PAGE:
Love May 7, 2011

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Here are my thoughts on Romans 12:9-21.

Summary: Paul begins by commanding his readers to love both believers and non-believers without hypocrisy; they should strive to avoid words and actions that hurt others, and they should hew to words and actions that benefit others. Moreover, believers should love each other as close relatives, and they should set an example to each other in terms of showing respect and kindness. When serving God, they should not become lazy – but remain diligent. When facing difficult circumstances, they should be joyful, patient and devoted to prayer in expectation of God’s present and future blessings. They should also share the burdens of their fellow believers and empathize with them; one way for them to fulfill this responsibility was to entertain strangers. Now believers should pray for the good of their enemies instead of wishing evil upon them. Also, believers should be united in their feelings, interests and purposes; instead of being high-minded, they should be humble and shun arrogance. When wronged by others, believers should not desire to retaliate – they should be careful in their actions in order to win the trust and good favor of men. Indeed, believers should aim to promote a state of peace that is consistent with God’s calling for their lives and His desires. Again, believers should not retaliate against those who have wronged them, since it is actually God’s prerogative to punish them. Instead, believers should seek to meet the material and spiritual needs of their enemies, which is an effective means of subduing them. Paul concludes by asserting that kindness – instead of violence – is the best method for subduing believers’ enemies.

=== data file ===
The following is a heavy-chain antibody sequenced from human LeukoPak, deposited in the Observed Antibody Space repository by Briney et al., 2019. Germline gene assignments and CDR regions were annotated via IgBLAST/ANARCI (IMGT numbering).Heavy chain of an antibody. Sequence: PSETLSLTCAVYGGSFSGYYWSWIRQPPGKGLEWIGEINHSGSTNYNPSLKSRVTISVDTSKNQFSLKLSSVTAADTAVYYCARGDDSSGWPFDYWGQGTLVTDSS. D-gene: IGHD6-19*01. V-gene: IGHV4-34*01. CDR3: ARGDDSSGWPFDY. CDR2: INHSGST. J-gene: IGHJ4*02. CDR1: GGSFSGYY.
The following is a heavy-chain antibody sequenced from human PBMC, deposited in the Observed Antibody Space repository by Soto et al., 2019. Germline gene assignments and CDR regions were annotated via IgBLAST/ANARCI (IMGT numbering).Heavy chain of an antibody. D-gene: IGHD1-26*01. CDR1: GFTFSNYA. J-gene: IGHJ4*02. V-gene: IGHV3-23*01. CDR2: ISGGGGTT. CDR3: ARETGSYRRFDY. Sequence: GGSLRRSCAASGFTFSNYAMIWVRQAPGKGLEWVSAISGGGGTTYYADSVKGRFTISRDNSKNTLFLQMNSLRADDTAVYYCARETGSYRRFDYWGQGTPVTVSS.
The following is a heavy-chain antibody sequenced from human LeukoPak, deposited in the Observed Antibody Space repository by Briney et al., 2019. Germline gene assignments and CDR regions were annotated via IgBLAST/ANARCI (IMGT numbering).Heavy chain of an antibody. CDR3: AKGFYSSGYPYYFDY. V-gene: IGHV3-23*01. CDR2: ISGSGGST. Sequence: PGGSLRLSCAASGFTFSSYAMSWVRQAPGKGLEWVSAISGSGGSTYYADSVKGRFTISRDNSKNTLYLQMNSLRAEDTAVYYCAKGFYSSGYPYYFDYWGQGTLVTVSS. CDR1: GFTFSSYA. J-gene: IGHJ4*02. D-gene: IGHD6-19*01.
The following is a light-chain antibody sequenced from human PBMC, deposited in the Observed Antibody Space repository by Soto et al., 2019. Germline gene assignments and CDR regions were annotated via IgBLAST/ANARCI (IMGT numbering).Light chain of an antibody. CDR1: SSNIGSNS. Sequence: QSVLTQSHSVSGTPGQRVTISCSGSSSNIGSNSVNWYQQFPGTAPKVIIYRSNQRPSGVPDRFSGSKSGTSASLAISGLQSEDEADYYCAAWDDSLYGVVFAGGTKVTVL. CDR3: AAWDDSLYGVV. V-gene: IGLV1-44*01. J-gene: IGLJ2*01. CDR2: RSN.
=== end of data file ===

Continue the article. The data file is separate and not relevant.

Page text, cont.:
Thoughts: The latter half of verse 10 actually consists of an exhortation for Christians to set an example to each other in terms of showing respect and kindness. Hodge weighs in as follows:

The word translated above…strictly means “to go before,” “to lead,” and then figuratively “to set an example”…It is not only an injunction for politeness but urges that in all acts of respect and kindness we should take the lead. Instead of waiting for others to honor us, we should be the first to show them respect.